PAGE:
A United States federal judge has ordered a memo linking the Palestinian Authority to a suicide bombing that killed two teen American citizens in Israel returned or destroyed.
According to the New York Post, the document — accidentally handed over to lawyers suing the authority for $300 million on behalf of the teens’ parents — reveals a “close relationship” between the bomber and a captain in the Palestinian Authority security forces who planned the terror attack.
The two-page memo, written in April 2012 by Maj. Ziad Abu Hamid of the authority’s General Intelligence Service, was mistakenly handed over in a Sept. 12 deposition because it was folded up in the bottom of an envelope that held unrelated documents.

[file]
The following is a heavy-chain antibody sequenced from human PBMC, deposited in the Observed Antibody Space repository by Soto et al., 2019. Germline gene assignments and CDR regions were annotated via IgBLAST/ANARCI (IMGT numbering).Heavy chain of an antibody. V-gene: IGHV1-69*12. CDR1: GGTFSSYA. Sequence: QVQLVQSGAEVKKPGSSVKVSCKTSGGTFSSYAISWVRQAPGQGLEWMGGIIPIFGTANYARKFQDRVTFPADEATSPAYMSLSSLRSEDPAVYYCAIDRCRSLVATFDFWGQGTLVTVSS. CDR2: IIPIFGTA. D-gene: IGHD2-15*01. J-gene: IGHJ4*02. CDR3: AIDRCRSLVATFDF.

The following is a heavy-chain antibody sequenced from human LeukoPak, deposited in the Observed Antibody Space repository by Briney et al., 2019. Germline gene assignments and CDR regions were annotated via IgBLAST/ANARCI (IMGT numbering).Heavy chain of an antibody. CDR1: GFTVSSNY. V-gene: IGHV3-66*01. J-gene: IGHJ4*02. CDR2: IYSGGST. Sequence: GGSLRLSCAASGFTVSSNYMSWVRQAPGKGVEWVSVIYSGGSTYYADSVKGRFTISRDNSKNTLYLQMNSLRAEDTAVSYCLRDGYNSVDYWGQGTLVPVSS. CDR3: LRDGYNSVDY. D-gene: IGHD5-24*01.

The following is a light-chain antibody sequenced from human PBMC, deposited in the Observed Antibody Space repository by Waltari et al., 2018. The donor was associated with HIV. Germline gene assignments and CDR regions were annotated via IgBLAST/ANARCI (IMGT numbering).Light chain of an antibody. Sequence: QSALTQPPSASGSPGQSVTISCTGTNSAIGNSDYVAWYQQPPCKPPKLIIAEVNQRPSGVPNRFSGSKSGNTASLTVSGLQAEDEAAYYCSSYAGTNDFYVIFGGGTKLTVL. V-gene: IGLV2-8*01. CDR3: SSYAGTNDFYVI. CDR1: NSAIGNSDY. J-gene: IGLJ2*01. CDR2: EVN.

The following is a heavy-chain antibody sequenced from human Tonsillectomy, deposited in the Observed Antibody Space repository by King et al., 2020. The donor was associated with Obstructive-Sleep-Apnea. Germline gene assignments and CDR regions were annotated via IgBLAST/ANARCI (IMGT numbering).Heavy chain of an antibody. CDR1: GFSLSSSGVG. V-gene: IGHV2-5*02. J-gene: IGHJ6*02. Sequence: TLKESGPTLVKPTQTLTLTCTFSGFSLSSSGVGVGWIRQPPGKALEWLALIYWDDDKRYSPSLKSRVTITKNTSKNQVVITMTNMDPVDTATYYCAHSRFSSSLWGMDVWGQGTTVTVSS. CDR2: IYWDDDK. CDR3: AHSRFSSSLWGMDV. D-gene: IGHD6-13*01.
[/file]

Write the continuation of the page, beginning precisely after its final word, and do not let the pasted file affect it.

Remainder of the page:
Scott Shatsky, 60, the Brooklyn-born father of one victim, told the Post the decision was “incomprehensible.”
“It makes me feel that justice is not being done,” the Brighton Beach native said. “Maybe I’m missing something, but to me it’s just outrageous.”
The plaintiffs’ lawyers have yet to comply with the judge’s order and last week asked him to stay it pending appeal.
“Defendants’ illegitimate cover-up efforts must not be permitted with impunity,” lawyers David Schoen and Robert Tolchin wrote.
Court papers say the memo links Sadeq Hafez, an operative for the Popular Front for the Liberation of Palestine terror group, to Raed Nazal, “who was both a salaried officer in the PA’s security services and a leader of the PFLP cell in Qalqilya,” a Palestinian Arab city in the West Bank.
On Feb. 16, 2002, Hafez blew himself up in a packed pizzeria in the Israeli settlement of Karnei Shomron, killing three teens, including Keren Shatsky, 15, and Rachel Thaler, 16.